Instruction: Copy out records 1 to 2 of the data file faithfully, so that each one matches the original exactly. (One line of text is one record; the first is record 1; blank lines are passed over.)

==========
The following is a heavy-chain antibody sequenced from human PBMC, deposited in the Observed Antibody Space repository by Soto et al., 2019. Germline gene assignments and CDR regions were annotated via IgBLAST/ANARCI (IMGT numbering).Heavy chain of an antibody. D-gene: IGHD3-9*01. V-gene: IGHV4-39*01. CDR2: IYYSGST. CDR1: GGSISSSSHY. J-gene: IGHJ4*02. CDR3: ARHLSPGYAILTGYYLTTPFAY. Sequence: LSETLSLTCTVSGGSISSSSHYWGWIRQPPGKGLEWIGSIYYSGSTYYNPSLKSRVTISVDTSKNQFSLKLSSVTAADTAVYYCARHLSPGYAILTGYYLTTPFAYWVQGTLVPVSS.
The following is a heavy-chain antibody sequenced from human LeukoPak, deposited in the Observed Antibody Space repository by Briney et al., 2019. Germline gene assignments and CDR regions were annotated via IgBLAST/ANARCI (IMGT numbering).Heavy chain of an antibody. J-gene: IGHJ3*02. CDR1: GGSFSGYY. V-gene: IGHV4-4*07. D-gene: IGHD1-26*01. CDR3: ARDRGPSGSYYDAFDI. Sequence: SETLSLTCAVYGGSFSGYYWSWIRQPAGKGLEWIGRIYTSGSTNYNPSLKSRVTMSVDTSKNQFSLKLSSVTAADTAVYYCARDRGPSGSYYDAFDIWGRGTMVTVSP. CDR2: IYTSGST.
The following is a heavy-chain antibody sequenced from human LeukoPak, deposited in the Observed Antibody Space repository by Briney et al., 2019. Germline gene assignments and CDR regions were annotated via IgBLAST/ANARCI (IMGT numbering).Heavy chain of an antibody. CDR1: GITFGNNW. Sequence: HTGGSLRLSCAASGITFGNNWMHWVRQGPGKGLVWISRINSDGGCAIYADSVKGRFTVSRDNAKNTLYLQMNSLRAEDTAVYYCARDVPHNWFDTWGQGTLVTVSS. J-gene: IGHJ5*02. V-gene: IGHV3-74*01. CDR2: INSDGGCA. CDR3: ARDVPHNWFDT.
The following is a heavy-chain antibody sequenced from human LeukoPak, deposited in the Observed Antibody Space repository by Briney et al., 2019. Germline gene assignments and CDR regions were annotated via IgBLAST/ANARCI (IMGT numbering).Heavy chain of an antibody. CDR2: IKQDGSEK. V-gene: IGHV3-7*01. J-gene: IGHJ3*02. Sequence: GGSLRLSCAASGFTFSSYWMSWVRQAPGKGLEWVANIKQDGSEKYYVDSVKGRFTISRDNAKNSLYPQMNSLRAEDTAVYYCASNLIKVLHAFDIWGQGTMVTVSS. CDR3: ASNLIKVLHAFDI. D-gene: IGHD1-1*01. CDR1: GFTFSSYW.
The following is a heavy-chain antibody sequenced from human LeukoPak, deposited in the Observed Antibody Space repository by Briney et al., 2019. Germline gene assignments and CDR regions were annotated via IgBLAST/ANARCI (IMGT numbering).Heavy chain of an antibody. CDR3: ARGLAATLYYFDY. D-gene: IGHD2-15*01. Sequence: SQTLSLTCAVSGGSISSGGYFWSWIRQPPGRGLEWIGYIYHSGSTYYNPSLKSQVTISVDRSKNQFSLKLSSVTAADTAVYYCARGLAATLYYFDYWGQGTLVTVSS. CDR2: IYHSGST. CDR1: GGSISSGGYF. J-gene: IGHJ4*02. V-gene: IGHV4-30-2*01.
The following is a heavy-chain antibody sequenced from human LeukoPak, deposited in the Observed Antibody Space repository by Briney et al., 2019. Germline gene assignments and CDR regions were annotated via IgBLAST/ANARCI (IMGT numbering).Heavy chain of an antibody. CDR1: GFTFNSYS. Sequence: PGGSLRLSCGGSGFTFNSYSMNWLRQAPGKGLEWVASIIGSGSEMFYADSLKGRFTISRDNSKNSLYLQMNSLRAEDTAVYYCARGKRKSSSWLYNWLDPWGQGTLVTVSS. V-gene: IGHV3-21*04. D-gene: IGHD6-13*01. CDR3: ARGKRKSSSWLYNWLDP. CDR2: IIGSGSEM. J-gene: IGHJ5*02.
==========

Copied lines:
The following is a heavy-chain antibody sequenced from human PBMC, deposited in the Observed Antibody Space repository by Soto et al., 2019. Germline gene assignments and CDR regions were annotated via IgBLAST/ANARCI (IMGT numbering).Heavy chain of an antibody. D-gene: IGHD3-9*01. V-gene: IGHV4-39*01. CDR2: IYYSGST. CDR1: GGSISSSSHY. J-gene: IGHJ4*02. CDR3: ARHLSPGYAILTGYYLTTPFAY. Sequence: LSETLSLTCTVSGGSISSSSHYWGWIRQPPGKGLEWIGSIYYSGSTYYNPSLKSRVTISVDTSKNQFSLKLSSVTAADTAVYYCARHLSPGYAILTGYYLTTPFAYWVQGTLVPVSS.
The following is a heavy-chain antibody sequenced from human LeukoPak, deposited in the Observed Antibody Space repository by Briney et al., 2019. Germline gene assignments and CDR regions were annotated via IgBLAST/ANARCI (IMGT numbering).Heavy chain of an antibody. J-gene: IGHJ3*02. CDR1: GGSFSGYY. V-gene: IGHV4-4*07. D-gene: IGHD1-26*01. CDR3: ARDRGPSGSYYDAFDI. Sequence: SETLSLTCAVYGGSFSGYYWSWIRQPAGKGLEWIGRIYTSGSTNYNPSLKSRVTMSVDTSKNQFSLKLSSVTAADTAVYYCARDRGPSGSYYDAFDIWGRGTMVTVSP. CDR2: IYTSGST.